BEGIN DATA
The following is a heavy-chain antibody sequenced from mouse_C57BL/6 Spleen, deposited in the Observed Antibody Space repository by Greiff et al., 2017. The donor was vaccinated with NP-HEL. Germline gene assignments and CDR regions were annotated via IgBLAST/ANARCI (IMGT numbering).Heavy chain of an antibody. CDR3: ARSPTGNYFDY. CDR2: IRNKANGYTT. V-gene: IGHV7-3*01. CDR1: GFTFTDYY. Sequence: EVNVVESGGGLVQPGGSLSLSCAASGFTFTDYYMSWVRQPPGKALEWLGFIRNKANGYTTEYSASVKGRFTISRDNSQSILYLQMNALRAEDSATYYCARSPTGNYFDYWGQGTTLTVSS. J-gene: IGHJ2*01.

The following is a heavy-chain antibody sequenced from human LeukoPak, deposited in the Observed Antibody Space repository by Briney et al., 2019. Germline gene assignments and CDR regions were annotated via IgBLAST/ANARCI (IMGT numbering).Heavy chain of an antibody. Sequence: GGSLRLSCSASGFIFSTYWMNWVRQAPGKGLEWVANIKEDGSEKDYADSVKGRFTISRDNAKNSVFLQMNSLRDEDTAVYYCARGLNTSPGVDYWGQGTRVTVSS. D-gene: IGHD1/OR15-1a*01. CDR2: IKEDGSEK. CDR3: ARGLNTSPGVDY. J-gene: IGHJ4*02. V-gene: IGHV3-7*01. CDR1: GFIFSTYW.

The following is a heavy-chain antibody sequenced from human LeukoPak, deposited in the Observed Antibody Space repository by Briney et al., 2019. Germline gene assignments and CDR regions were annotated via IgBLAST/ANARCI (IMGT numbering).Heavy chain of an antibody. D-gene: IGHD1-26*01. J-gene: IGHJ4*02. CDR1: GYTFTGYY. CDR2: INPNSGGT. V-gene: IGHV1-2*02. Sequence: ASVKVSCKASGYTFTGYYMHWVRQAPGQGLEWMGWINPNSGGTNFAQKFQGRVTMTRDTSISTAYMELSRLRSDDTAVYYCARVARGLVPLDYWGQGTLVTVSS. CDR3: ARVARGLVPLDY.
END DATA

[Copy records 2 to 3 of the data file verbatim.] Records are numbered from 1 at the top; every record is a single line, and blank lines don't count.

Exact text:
The following is a heavy-chain antibody sequenced from human LeukoPak, deposited in the Observed Antibody Space repository by Briney et al., 2019. Germline gene assignments and CDR regions were annotated via IgBLAST/ANARCI (IMGT numbering).Heavy chain of an antibody. Sequence: GGSLRLSCSASGFIFSTYWMNWVRQAPGKGLEWVANIKEDGSEKDYADSVKGRFTISRDNAKNSVFLQMNSLRDEDTAVYYCARGLNTSPGVDYWGQGTRVTVSS. D-gene: IGHD1/OR15-1a*01. CDR2: IKEDGSEK. CDR3: ARGLNTSPGVDY. J-gene: IGHJ4*02. V-gene: IGHV3-7*01. CDR1: GFIFSTYW.

The following is a heavy-chain antibody sequenced from human LeukoPak, deposited in the Observed Antibody Space repository by Briney et al., 2019. Germline gene assignments and CDR regions were annotated via IgBLAST/ANARCI (IMGT numbering).Heavy chain of an antibody. D-gene: IGHD1-26*01. J-gene: IGHJ4*02. CDR1: GYTFTGYY. CDR2: INPNSGGT. V-gene: IGHV1-2*02. Sequence: ASVKVSCKASGYTFTGYYMHWVRQAPGQGLEWMGWINPNSGGTNFAQKFQGRVTMTRDTSISTAYMELSRLRSDDTAVYYCARVARGLVPLDYWGQGTLVTVSS. CDR3: ARVARGLVPLDY.